Haha well the best praise ability wise I’ve ever had came from a 1990 World Cup semi-finalist, so I’m happy with that! i still try to play in the leagues too at the grand old age of 38! Starting the league (7 a side) was a bit of a lightbulb moment after playing in a similar style one (where I ran two teams) that were vacating the venue in question. I was in a really bewildering time in my life where a lot of things had gone wrong (Newborns, breakups, deaths, job losses, depression you name it) and i wasn’t sure really where I was heading, if anywhere! So to be honest after a bit of debating in my own mind, I just went for it one morning, without any kinda planned roadmap ahead. I suppose I felt I had nothing to lose, at worst it might get me a few quid so i can at least feel like I’m going again. I didn’t really discuss it with anyone, even my own family. I just went out on the street touting for teams and before long I had 6 men’s teams turning up on a Wednesday night. With no prior experience and only a paid ref for support, I remember thinking “What the bloody hell have i got myself into” as hordes of players walked down the drive that first night. Deciding to video the games and provide edited footage to the teams proved very popular and also helped advertise the league. Three and a half years later, covid withstanding, I’ve had over 50 teams playing over two nights with over 1,000 players involved at some point, including a few professionals. I also take a women’s session and a newly formed women’s 6 a side league. The Wednesday men’s league now has 4 divisions and is possibly the most popular in Sheffield for that type of football.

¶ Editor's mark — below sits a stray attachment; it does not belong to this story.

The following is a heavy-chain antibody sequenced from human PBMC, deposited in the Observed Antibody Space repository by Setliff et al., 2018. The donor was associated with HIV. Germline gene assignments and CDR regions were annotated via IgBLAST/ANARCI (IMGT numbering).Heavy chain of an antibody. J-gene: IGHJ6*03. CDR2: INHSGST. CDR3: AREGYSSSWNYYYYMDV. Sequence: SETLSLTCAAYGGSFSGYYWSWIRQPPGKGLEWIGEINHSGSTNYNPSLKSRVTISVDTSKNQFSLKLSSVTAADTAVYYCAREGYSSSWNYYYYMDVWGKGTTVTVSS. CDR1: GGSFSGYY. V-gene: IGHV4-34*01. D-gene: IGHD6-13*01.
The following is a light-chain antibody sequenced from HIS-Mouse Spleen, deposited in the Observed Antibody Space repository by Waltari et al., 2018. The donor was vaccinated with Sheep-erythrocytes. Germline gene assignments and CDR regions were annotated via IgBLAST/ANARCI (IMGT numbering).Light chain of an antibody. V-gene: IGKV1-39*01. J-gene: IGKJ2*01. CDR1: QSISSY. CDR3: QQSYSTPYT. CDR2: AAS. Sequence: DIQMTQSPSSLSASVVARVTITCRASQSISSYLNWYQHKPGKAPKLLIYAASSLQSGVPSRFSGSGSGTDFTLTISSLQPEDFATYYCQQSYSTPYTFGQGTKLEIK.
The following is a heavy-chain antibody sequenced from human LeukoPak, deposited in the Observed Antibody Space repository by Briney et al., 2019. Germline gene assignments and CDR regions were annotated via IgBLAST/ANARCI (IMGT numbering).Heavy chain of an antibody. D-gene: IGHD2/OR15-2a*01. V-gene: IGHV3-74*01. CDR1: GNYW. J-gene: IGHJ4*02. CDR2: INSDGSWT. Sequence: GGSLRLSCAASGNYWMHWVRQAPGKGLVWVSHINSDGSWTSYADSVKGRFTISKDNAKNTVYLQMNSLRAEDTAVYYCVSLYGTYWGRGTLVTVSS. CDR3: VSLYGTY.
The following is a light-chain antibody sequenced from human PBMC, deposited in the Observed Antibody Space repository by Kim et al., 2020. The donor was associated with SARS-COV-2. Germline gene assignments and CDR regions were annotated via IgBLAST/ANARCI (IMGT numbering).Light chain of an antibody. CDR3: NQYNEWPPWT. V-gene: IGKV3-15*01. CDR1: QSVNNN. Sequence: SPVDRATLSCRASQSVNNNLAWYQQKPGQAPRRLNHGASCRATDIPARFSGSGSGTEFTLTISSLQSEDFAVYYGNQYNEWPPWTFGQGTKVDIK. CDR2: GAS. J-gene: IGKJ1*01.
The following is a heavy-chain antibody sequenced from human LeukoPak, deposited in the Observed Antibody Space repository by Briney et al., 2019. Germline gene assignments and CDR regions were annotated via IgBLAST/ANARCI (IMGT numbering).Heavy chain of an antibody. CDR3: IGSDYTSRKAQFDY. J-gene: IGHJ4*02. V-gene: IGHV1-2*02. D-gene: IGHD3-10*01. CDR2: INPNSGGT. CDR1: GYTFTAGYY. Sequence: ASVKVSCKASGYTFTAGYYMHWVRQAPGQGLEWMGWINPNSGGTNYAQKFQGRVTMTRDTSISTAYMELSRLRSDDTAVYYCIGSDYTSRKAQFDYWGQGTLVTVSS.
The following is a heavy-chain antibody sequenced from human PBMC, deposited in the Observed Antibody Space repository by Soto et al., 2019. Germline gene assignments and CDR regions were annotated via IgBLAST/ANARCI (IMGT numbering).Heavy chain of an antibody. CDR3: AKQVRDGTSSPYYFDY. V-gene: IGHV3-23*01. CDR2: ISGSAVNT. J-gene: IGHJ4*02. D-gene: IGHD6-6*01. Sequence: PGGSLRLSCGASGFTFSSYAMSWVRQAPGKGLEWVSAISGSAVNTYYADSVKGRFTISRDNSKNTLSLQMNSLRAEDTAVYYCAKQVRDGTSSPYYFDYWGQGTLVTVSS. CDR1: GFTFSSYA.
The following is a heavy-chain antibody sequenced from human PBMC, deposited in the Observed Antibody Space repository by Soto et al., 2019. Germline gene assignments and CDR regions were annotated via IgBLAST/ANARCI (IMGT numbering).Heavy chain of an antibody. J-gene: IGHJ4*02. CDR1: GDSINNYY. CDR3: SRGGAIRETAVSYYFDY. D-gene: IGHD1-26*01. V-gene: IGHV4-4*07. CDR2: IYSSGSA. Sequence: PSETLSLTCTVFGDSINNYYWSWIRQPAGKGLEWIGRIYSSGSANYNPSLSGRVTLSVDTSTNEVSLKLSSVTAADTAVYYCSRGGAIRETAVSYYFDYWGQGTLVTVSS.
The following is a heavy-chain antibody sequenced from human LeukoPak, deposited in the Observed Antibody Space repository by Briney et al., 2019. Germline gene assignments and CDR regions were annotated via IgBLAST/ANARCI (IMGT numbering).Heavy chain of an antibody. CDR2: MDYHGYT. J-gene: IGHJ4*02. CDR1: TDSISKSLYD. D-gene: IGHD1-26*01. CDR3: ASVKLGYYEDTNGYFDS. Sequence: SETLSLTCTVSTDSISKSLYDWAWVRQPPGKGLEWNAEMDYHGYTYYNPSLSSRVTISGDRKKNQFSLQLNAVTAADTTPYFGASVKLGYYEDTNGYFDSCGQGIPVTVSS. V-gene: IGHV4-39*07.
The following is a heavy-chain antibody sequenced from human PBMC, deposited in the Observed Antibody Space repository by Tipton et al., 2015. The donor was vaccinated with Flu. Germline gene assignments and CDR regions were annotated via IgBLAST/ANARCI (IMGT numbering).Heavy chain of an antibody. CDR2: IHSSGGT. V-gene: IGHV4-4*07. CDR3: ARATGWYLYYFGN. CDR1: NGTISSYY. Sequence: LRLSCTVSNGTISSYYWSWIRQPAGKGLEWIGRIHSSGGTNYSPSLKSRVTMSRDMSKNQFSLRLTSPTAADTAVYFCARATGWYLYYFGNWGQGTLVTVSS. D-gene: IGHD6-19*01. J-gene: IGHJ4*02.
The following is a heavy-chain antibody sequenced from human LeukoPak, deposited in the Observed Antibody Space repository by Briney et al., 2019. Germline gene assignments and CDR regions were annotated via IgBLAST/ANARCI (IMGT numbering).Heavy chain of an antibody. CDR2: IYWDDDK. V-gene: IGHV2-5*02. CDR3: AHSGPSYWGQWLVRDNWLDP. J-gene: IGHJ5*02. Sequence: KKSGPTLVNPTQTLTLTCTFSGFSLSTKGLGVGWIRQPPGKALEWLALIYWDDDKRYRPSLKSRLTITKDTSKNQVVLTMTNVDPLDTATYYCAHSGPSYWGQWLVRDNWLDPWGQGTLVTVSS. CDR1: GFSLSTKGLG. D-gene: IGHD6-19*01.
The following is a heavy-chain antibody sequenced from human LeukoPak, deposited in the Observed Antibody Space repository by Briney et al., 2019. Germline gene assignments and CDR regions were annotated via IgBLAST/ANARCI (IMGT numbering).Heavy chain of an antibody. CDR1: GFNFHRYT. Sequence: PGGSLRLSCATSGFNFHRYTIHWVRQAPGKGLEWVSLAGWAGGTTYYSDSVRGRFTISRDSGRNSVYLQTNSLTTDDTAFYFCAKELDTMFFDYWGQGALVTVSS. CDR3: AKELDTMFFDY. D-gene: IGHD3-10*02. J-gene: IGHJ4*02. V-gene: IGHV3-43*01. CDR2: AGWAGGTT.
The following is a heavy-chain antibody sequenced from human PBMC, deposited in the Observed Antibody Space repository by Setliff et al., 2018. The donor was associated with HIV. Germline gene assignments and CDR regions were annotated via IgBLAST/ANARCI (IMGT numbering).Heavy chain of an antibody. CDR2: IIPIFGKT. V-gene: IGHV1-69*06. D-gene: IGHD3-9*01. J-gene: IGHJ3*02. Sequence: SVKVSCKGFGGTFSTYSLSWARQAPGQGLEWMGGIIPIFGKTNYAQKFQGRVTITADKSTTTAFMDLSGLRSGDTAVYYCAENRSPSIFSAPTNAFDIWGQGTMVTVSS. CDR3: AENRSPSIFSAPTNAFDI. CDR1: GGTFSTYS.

You’ve said that it saved your life, what lessons have you learned since starting your own league?
I think saved my life might be a bit dramatic, but it definitely saved my future possibly. My sense of self and self-esteem wasn’t great and there was definitely huge doubts about where I was headed. I think the main lessons it’s taught me are not to fear the unknown (and also i don’t tend to worry too much about the idea of things all going wrong, what will be will be) To have faith in others (most of the people I’ve dealt with, from all walks of life, are a pleasure to be involved with and no doubt are often navigating difficult paths themselves) and maybe most importantly is that only you can decide to have faith in yourself. Unless you’re really lucky the reality is no one is gonna come and save you. The proudest thing about the football side is that nothing was done for me, I’ve done it on my own. It’s not a done deal success story or particularly financially rewarding, not yet at least anyway and there’s no guarantee it’ll all continue smoothly but it’s definitely gave me a purpose and provided a hub for many people to come and escape day to day life. I think lastly is that time flies, so be in the present and remember it’s never too late to change direction.